CA2555157C - Hearing aid comprising adaptive feedback suppression system - Google PatentsHearing aid comprising adaptive feedback suppression system Download PDF
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- CA2555157C CA2555157C CA 2555157 CA2555157A CA2555157C CA 2555157 C CA2555157 C CA 2555157C CA 2555157 CA2555157 CA 2555157 CA 2555157 A CA2555157 A CA 2555157A CA 2555157 C CA2555157 C CA 2555157C
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- 230000003044 adaptive Effects 0 abstract claims description title 71
- 230000013707 sensory perception of sound Effects 0 abstract claims description title 53
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- 230000004301 light adaptation Effects 0 description 25
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- 230000037010 Beta Effects 0 description 1
- 210000002939 Cerumen Anatomy 0 description 1
- 206010011879 Hearing losses Diseases 0 description 1
- 241001282135 Poromitra oscitans Species 0 description 1
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- H04—ELECTRIC COMMUNICATION TECHNIQUE
- H04R—LOUDSPEAKERS, MICROPHONES, GRAMOPHONE PICK-UPS OR LIKE ACOUSTIC ELECTROMECHANICAL TRANSDUCERS; DEAF-AID SETS; PUBLIC ADDRESS SYSTEMS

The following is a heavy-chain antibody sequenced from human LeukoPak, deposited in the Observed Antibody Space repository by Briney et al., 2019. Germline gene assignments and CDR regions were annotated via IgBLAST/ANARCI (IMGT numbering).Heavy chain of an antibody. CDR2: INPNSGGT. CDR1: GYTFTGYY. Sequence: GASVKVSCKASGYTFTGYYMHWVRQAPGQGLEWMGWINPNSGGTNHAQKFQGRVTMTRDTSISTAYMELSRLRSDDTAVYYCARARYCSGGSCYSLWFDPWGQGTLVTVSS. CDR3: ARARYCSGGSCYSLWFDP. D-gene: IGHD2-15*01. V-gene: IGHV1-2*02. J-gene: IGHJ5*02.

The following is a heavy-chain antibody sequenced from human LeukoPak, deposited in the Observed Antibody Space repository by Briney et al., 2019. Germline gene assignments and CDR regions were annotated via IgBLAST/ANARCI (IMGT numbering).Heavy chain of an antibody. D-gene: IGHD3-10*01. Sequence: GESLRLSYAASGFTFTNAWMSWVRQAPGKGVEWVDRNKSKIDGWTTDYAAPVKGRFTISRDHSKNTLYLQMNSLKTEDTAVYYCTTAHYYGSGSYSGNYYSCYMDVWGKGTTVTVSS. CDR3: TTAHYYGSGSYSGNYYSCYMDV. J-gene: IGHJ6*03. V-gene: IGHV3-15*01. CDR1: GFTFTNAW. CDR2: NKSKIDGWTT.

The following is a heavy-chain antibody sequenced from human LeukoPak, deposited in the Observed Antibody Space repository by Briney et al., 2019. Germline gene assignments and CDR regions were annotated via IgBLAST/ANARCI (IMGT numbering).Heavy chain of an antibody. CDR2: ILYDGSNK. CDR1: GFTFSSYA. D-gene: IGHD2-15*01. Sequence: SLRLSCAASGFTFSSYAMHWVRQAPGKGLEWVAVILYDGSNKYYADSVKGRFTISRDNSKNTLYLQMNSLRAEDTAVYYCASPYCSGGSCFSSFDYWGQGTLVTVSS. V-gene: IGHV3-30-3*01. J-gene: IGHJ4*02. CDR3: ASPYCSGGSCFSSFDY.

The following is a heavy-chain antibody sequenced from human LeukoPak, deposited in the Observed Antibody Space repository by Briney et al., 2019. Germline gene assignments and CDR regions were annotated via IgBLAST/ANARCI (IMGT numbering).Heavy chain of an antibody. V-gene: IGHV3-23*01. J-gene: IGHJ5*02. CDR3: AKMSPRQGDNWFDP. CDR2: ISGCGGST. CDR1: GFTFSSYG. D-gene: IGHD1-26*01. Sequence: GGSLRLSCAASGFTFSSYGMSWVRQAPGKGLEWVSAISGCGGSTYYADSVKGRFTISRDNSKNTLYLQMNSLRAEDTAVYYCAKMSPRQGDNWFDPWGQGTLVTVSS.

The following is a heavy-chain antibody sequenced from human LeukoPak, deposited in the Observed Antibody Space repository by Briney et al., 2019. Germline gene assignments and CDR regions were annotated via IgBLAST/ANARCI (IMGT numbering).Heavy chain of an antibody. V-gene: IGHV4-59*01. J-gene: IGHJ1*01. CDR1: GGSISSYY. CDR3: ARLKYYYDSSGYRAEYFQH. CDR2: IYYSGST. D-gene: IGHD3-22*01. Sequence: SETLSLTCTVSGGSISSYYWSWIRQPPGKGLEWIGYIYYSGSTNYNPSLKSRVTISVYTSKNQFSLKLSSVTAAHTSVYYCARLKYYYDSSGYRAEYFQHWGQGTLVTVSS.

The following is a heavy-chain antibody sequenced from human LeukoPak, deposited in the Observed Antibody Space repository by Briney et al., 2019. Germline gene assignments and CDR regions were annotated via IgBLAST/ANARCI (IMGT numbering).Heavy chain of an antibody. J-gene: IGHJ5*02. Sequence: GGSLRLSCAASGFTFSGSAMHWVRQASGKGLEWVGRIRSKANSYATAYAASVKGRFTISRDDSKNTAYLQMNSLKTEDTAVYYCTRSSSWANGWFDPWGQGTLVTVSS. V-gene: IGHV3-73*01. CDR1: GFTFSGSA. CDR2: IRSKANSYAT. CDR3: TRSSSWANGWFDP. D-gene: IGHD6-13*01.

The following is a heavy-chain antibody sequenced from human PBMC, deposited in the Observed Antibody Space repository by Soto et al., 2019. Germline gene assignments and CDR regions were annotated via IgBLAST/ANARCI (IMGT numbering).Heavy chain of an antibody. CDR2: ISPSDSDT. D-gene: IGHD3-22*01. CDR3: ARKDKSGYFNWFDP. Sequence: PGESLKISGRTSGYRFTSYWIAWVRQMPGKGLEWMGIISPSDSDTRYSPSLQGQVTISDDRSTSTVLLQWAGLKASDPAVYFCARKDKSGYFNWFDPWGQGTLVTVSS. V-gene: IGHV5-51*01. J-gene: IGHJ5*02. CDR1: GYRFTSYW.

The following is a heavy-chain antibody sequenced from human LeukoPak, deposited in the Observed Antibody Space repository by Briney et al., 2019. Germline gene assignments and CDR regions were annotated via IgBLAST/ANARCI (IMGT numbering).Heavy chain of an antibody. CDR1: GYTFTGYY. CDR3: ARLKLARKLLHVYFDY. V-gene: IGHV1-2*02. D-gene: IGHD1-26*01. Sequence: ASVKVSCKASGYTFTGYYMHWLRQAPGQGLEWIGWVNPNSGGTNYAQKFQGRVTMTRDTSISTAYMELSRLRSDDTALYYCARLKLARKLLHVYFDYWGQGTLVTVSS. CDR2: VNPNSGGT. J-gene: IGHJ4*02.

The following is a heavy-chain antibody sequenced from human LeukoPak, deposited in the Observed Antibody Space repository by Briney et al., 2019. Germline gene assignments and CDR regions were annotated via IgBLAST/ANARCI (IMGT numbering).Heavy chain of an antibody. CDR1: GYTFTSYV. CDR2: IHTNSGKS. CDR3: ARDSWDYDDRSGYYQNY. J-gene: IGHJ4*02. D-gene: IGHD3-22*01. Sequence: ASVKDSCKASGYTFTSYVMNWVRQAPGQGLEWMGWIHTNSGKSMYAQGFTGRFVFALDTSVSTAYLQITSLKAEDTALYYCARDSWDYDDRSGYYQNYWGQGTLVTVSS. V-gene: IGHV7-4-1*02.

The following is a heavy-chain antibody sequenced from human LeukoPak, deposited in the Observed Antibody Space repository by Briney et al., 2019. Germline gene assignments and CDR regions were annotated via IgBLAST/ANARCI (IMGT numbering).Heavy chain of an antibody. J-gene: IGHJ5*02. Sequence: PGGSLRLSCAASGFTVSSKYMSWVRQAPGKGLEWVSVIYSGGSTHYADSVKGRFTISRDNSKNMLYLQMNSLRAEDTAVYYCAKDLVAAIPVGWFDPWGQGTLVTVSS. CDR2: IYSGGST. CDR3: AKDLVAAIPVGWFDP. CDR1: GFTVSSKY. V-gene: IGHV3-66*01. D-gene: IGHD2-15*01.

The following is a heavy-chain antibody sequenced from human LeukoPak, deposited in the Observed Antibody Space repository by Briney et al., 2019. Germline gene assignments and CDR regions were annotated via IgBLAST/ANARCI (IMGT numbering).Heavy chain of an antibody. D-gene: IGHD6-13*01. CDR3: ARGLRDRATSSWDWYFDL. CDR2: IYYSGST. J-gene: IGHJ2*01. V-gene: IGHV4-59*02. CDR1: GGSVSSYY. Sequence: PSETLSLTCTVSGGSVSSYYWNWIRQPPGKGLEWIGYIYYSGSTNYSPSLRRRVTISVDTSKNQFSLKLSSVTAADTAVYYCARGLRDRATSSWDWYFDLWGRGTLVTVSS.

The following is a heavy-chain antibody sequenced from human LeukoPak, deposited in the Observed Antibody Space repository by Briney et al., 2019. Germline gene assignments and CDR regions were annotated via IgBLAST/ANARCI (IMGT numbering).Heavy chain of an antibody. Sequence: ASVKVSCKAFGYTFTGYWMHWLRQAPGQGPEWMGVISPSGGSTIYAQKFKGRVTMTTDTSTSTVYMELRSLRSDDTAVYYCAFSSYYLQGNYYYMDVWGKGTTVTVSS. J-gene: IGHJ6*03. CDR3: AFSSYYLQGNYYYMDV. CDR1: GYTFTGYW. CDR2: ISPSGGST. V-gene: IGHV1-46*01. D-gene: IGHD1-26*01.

- H04R25/00—Deaf-aid sets, i.e. electro-acoustic or electro-mechanical hearing aids; Electric tinnitus maskers providing an auditory perception
- H04R25/45—Prevention of acoustic reaction, i.e. acoustic oscillatory feedback
- H04R25/453—Prevention of acoustic reaction, i.e. acoustic oscillatory feedback electronically
HEARING AID COMPRISING ADAPTIVE FEEDBACK SUPPRESSION SYSTEM
Field of the Invention The invention relates to the field of hearing aids. The invention, more specifically, relates to a hearing aid having an adaptive filter for generating a feedback cancellation signal, to a method of reducing acoustic feedback of a hearing aid and to a hearing aid circuit.
Background of the Invention Acoustic feedback occurs in all hearing instruments when sounds leak from the vent or seal between the ear mould and the ear canal. In most cases, acoustic feedback is not audible.